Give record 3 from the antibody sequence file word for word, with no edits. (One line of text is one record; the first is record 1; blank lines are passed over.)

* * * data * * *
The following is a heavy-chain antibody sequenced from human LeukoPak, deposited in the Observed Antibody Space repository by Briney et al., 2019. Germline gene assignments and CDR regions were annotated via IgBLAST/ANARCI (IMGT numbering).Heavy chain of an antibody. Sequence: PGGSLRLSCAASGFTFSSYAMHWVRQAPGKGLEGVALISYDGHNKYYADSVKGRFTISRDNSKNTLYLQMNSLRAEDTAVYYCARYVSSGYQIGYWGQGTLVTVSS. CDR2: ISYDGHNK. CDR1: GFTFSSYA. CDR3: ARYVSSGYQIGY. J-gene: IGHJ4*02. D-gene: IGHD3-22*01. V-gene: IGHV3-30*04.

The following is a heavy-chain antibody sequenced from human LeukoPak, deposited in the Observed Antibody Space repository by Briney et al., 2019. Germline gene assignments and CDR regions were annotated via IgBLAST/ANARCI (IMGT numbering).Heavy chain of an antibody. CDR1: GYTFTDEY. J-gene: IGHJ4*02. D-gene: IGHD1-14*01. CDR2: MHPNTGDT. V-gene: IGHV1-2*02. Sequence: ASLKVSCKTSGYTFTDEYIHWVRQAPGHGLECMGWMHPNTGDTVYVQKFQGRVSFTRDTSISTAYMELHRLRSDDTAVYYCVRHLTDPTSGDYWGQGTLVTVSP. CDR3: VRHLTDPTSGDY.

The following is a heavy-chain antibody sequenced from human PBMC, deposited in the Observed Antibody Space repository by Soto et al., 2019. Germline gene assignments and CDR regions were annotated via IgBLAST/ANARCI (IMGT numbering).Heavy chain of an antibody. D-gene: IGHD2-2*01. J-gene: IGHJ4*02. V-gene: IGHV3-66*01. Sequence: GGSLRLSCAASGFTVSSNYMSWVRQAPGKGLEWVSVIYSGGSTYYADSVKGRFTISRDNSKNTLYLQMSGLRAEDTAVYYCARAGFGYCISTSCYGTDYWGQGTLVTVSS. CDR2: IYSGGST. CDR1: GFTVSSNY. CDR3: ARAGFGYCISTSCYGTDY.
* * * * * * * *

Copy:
The following is a heavy-chain antibody sequenced from human PBMC, deposited in the Observed Antibody Space repository by Soto et al., 2019. Germline gene assignments and CDR regions were annotated via IgBLAST/ANARCI (IMGT numbering).Heavy chain of an antibody. D-gene: IGHD2-2*01. J-gene: IGHJ4*02. V-gene: IGHV3-66*01. Sequence: GGSLRLSCAASGFTVSSNYMSWVRQAPGKGLEWVSVIYSGGSTYYADSVKGRFTISRDNSKNTLYLQMSGLRAEDTAVYYCARAGFGYCISTSCYGTDYWGQGTLVTVSS. CDR2: IYSGGST. CDR1: GFTVSSNY. CDR3: ARAGFGYCISTSCYGTDY.